15 November 2021

Human rights organisations are being hounded out of Hong Kong

By Andrew Rosindell MP

Sometimes in the middle of a term it is difficult to take a step back and reflect on a Government’s achievements and Parliament’s credibility. Yet on the issue of Hong Kong we should all feel pride in the way that Government and Parliament have stepped up. In a matter of months, the Home Office has set up the fully functional British National (Overseas) visa system from scratch. This astonishing feat is the embodiment of the British values. As a result, an estimated 123,000 to 153,000 BN(O)s are expected to arrive in the first year.

In addition, Parliament has taken seriously the responsibility to do more on the issue of Hong Kong. For example, two Amendments to the Nationality and Borders Bill, which I support, will extend BN(O) status to those born after 1997 and extend Right of Abode to Hongkongers who served in the British Armed Forces.

We now have a commitment to the people of Hong Kong in our domestic policy, to ensure they are welcomed and given all the opportunities that they deserve. That is why I established the Conservative Friends of Hong Kong earlier this year. It is a grassroots network to support new arrivals to ensure a positive, Conservative response across the country.

It would be a dereliction of duty, however, to forget our commitment to the people of Hong Kong in our foreign policy. Those who choose to stay in the city must know the UK is at their side.

The closure of Amnesty International’s offices bodes poorly in this regard. First, they came for the Civil Human Rights Front. Then, the Hong Kong Alliance. Now, Amnesty International. These are all human rights organisations that have closed or are closing down. I pray that the list will not get longer, but it surely will.

For over 40 years, Amnesty International has had an ever-present eye in Hong Kong. In those 40 years, Amnesty has been free to say whatever it wants to say, free to properly scrutinise the actions of state policy, and free to be a bastion and upholder of human rights, even in ‘the darkest of days’. Amnesty International, although not always in harmony with Conservatives in this country, has played a vital part in ensuring that people across Hong Kong and Asia have had a powerful voice, a voice that has always been willing to stand up to the Government of Hong Kong, as human rights abuses have mounted.

In Hong Kong alone Amnesty International have in recent years raised the plight of sex workers, challenged the arrest of pro-democracy activists, and have spoken up on the National Security Law.

The National Security Law has not only undermined existing commitments to protect the freedoms enjoyed by Hongkongers (as set out in the Sino-British Joint Declaration), but it has also potentially restricted any independent organisation from scrutinising the day-to-day policies of the government without severe repercussions, effectively banning criticism of the government.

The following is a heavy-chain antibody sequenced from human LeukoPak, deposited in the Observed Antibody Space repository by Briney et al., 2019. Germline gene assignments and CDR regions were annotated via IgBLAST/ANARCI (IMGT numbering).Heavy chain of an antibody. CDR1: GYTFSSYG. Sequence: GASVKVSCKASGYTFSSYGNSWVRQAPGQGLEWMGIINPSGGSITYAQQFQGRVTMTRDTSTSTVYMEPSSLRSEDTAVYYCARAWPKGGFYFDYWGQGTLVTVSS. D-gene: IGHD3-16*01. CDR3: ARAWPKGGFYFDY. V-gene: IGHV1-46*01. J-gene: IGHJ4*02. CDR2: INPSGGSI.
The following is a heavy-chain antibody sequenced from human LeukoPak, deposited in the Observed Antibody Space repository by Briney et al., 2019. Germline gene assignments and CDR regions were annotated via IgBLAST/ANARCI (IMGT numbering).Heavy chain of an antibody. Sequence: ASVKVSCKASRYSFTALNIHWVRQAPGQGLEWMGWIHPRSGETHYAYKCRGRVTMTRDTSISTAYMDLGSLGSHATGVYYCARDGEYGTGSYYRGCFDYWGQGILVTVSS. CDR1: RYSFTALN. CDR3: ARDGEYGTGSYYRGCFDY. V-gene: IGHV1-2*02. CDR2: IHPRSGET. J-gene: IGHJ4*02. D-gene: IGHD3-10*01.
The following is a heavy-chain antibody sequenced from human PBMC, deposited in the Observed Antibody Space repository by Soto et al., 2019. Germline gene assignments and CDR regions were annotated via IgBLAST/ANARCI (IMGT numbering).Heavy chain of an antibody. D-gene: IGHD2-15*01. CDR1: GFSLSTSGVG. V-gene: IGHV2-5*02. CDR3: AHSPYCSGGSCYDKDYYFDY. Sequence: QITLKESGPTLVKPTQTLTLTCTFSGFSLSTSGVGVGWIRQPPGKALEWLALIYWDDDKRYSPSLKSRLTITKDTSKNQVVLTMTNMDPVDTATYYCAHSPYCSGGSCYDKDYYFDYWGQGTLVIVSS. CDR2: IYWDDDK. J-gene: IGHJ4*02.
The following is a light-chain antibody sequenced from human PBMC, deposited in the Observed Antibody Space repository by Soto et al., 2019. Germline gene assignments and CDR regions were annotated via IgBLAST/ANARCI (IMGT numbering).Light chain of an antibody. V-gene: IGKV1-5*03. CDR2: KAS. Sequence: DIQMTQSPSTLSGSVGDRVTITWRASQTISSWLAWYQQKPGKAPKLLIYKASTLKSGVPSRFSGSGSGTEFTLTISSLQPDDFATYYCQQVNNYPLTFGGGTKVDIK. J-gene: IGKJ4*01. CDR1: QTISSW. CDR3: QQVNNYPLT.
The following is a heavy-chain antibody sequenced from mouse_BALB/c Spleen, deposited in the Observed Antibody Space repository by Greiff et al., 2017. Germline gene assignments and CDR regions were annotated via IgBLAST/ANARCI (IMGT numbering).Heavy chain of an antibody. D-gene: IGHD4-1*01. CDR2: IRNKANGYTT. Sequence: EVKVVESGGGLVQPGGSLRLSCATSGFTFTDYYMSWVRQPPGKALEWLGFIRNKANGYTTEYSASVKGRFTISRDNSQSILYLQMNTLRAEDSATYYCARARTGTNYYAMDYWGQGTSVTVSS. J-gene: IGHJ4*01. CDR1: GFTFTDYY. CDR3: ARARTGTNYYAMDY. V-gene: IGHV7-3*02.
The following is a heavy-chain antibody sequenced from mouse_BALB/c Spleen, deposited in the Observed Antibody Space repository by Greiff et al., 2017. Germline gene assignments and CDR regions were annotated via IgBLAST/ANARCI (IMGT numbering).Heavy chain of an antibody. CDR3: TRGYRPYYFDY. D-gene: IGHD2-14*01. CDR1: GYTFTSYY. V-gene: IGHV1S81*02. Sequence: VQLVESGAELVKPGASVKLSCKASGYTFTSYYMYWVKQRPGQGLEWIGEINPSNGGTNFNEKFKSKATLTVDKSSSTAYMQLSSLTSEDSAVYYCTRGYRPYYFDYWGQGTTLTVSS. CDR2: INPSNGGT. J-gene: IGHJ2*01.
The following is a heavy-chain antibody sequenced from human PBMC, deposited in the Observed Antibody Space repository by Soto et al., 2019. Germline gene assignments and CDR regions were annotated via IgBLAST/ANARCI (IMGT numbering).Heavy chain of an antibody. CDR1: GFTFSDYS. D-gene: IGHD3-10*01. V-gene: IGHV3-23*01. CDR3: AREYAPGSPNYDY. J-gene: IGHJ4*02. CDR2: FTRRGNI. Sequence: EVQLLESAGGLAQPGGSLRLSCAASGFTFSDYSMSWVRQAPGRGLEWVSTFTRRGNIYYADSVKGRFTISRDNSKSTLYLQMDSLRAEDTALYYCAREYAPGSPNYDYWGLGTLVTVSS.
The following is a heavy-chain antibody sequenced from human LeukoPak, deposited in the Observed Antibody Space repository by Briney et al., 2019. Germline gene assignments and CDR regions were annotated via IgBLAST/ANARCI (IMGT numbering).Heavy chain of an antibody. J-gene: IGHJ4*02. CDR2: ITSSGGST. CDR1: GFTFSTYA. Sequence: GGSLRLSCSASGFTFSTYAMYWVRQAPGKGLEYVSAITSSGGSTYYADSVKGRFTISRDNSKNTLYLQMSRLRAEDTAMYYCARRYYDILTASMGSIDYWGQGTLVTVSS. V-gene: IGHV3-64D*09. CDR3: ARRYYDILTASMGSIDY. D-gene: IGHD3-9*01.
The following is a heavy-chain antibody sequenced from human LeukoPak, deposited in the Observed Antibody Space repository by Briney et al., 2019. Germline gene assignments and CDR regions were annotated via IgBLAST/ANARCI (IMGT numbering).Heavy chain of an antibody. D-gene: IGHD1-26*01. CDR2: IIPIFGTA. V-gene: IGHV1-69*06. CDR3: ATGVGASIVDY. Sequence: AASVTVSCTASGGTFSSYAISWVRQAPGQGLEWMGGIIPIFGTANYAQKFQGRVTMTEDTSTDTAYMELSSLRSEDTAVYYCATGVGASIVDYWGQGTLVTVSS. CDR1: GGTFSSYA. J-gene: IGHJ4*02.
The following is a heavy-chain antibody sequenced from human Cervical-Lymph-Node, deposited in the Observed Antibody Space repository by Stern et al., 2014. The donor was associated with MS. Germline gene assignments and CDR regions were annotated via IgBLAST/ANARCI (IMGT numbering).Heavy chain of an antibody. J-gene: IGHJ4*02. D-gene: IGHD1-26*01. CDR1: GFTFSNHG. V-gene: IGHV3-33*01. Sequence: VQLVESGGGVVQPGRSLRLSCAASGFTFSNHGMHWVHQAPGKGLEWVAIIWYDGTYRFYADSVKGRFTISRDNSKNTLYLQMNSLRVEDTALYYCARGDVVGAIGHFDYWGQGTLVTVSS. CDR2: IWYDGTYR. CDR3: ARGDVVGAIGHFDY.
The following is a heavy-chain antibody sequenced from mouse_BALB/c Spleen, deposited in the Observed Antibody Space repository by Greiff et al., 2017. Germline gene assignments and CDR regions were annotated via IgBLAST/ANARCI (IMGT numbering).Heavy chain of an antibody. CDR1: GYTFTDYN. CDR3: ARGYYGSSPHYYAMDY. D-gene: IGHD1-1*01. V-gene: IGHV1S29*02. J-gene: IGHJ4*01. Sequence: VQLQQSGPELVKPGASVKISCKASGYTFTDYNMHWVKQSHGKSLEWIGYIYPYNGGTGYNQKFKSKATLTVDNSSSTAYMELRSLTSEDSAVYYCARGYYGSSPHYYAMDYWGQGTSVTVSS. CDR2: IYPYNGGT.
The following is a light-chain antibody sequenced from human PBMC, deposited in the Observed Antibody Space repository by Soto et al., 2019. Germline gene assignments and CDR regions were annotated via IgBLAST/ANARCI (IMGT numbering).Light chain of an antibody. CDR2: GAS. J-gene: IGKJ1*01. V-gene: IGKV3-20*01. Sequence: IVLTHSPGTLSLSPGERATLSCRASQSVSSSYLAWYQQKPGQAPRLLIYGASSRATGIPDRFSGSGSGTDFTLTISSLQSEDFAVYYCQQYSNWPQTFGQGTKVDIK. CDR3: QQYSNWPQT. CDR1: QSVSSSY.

These implications are now being felt, with organisations either towing the Hong Kong government’s line, like HSBC, or being forced out of the country, as with the case with Amnesty International. In a statement, the organisation said, ‘This decision, made with a heavy heart, has been driven by Hong Kong’s national security law, which has made it effectively impossible for human rights organisations in Hong Kong to work freely and without fear of serious reprisals from the government.’

Indeed just last week we saw a Hong Kong activist jailed for nearly six years, the second person to be jailed under the law.

It is our responsibility as a signatory of Sino-British Joint Declaration, to stand up for individuals and organisations to be able to live and operate in Hong Kong, without coercion from the state.

Britain has a duty to respond. Yet how can we respond, if we don’t know what we are responding to? Without human rights monitors such as Amnesty International, the risk is that Hong Kong increasingly turns into another blind spot: a place where we know human rights are being abused, but where information is too tightly controlled to say much definitively.

Today I am proud to be bringing this issue to the Government’s attention, with an adjournment debate on the floor of the House of Commons, where I will be given the opportunity to lay out in detail my concerns and the concerns of the Conservative Friends of Hong Kong, as well as other Parliamentary colleagues, about this issue. The Government will then be obliged to respond and to detail how it will ensure human rights are monitored.

Action so far on Hong Kong has been positive, but it is surely now time go further. It is time to extend the BN(O) scheme, reconsider the participation of sitting British judges on the Hong Kong Court of Final Appeal, consider applying Magnitsky-style sanctions and of course do everything we can to support the remaining civil society organisations

Our obligations to Hong Kong remain undimmed. Yet the closure of Amnesty International will make them harder to fulfil.

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Andrew Rosindell is MP for Romford.

Columns are the author's own opinion and do not necessarily reflect the views of CapX.